The Solent Forum

Working in partnership for the future

Legislation & Policy

Mixed species on substrate
Hydroides, styela clava, botrylloides diegensis,
ficopomatus enigmaticus and lots of
native (and other non-natives) on rubble on the foreshore.
© Jess Taylor, Natural England
© Jess Taylor, Natural England

Contingency planning for invasive non-native marine species

Defra has overall policy responsibility for contingency planning. Other responsible organisations are:

Policy drivers

Invasive Non-Native species (INNS) are a present and increasing risk to the favourable condition of our Marine Protected Areas. The Environment Act target to ‘Restore 70% of designated features in our Marine Protected Areas to a favourable condition by 2042, with the rest in a recovering condition’ is a key driver for this work.

The GB Non-Native Species Strategy contains a series of actions to deliver a co-ordinated approach across government and organisations for addressing the threats posed by INNS that follow the guiding principles of the Convention on Biological Diversity (prevention, rapid detection and early eradication, long term control).

The UK Marine Strategy requires measures to be put in place to achieve Good Environmental Status (GES) in marine waters. Descriptor 2 requires that “non-indigenous species introduced by human activities are at levels that do not adversely alter the ecosystem.”

The UK has set out the following targets:

The current programme of measures lists biosecurity plans as key actions to help deliver GES.

Relevant legislation

Wildlife and Countryside Act

Section 14 of the Wildlife and Countryside Act stipulates:

(1) Subject to the provisions of this Part, if any person releases or allows to escape into the

wild any animal which—

(a) is of a kind which is not ordinarily resident in and is not a regular visitor to Great Britain in a wild state; or

(b) is included in Part I of Schedule 9,he shall be guilty of an offence.

(2) Subject to the provisions of this Part, if any person plants or otherwise causes to grow in the wild any plant which is included in Part II of Schedule 9, he shall be guilty of an offence.

Note: The purpose of Schedule 9 is to list animals or plants that are now ordinarily resident i.e. breeding populations (but still non-native) species that we don’t wish to be released any further.

This legislation is difficult to enforce particularly in the marine environment, however if you can demonstrate that all reasonable steps were taken and due diligence exercised to avoid committing the offence e.g. evidence of best practice biosecurity, then this can provide a defence.

(3) Subject to subsection (4), it shall be a defence to a charge of committing an offence under subsection (1) or (2) to prove that the accused took all reasonable steps and exercised all due diligence to avoid committing the offence.

Guidance on section 14 of the Wildlife and Countryside Act - GOV.UK (

Ballast Water Convention

The Ballast Water Management Convention or BWM Convention (full name International Convention for the Control and Management of Ships' Ballast Water and Sediments, 2004) is a treaty adopted by the International Maritime Organization (IMO) in order to help prevent the spread of potentially harmful aquatic organisms and pathogens in ships' ballast water.  There are also voluntary guidelines provided by the IMO around hull fouling. More information can be found at: Biofouling (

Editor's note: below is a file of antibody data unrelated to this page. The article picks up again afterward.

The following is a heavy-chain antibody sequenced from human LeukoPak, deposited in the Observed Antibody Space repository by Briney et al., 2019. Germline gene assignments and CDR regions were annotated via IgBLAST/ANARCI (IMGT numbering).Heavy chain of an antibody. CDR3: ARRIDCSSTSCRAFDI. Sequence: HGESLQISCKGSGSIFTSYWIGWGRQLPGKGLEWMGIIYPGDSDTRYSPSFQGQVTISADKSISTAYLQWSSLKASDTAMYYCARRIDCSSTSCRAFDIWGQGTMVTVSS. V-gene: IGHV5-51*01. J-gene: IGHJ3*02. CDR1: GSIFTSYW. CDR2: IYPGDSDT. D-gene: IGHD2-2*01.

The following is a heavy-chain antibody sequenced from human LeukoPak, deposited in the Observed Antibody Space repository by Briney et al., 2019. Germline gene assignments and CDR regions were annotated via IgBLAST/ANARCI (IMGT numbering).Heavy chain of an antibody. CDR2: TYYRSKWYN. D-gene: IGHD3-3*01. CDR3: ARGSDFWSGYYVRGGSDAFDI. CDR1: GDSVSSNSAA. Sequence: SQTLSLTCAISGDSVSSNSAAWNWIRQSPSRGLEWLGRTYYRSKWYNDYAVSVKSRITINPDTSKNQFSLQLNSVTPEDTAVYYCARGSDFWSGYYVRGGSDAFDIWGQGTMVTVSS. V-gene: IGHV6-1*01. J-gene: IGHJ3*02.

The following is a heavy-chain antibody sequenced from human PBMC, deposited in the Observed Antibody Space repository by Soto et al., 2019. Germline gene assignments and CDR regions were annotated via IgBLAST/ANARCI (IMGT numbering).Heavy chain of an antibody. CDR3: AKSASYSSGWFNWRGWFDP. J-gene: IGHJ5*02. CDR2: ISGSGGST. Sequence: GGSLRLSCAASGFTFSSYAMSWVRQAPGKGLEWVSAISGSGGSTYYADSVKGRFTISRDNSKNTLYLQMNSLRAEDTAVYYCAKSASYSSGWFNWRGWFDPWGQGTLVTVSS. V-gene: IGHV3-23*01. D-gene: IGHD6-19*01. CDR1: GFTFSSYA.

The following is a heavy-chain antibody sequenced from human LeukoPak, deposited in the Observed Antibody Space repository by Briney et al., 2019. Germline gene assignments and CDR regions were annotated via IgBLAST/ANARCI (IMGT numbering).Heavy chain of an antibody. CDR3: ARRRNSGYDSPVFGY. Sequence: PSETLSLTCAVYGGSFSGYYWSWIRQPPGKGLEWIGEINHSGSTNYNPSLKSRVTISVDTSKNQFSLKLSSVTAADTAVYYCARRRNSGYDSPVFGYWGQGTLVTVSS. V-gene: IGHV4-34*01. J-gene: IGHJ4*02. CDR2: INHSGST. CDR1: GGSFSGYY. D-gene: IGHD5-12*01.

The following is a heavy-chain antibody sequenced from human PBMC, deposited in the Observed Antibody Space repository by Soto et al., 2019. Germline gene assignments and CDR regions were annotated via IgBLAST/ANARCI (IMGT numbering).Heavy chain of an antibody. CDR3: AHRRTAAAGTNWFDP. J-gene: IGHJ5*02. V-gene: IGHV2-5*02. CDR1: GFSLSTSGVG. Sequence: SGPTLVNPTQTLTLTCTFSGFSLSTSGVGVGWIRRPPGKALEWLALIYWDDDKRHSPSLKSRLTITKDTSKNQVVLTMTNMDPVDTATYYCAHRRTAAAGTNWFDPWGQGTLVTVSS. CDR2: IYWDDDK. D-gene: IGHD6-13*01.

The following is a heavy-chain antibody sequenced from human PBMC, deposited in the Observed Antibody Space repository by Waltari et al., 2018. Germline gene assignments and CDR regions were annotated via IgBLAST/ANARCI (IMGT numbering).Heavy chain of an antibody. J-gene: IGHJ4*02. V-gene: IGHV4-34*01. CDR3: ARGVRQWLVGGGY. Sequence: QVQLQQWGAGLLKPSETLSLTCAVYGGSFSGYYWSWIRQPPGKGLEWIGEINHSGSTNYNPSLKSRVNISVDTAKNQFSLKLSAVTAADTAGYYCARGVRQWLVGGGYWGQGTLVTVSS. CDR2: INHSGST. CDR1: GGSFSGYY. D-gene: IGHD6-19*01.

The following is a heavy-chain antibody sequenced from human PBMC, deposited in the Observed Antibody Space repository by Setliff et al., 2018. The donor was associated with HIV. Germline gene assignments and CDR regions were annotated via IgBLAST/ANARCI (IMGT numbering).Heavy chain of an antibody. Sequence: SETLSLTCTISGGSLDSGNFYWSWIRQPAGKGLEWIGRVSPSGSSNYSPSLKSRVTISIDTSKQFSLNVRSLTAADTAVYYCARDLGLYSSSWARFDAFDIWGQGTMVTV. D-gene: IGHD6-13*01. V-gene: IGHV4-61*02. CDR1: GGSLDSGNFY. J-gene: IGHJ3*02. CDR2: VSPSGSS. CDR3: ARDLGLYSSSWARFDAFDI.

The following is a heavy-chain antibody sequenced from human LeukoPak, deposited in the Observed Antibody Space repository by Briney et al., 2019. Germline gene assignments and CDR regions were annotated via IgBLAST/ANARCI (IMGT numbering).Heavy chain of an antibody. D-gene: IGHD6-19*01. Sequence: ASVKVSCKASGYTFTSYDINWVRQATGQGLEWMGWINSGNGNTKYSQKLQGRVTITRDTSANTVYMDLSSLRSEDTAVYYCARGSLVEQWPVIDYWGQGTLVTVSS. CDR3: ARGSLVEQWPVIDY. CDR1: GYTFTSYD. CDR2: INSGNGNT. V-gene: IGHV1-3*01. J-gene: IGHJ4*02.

Invasive Alien Species Regulation

There are rules and restrictions on owning, selling, releasing, allowing to escape and transporting certain animal and plants which are listed as species of concern due to their invasiveness and ability to establish across Europe. There is currently only one marine/estuarine species on the list to which this legislation applies, the Chinese Mitten Crab, however this may change in the future.

Infrastructure Act 2015

The Infrastructure Act 2015 provides for species control orders to tackle INNS. They are applicable in Wales and England and are to be used in exceptional circumstances where a voluntary approach cannot be agreed and there is a clear and significant threat from inaction. They could apply to marinas, ports, offshore platforms and any vessel moored there. The orders would compel landowners to take action on INNS or permit others to enter the land and carry out those operations. The scope of the powers extends to those INNS whose release into the wild is regulated by section 14 of the Wildlife and Countryside Act 1981.


The marine licensing process considers the impacts of any licensable activity on the marine environment which will include assessments of the potential impact from spread or introduction of INNS that could result from that activity. As such, advice from consultees such as Natural England could include recommendations for best practice biosecurity such as a biosecurity plan which may become a condition of the licence. Similar advice could apply to any activity requiring SSSI consent.

Case study: The South Marine Plan

Policy S-NIS-1 in the South marine Plan states: “Proposals must put in place appropriate measures to avoid or minimise significant adverse impacts on the marine area that would arise through the introduction and transport of non-indigenous species, particularly when: 1) moving equipment, boats or livestock (for example fish and shellfish) from one water body to another 2) introducing structures suitable for settlement of non-indigenous species, or the spread of invasive non-indigenous species known to exist in the area.”

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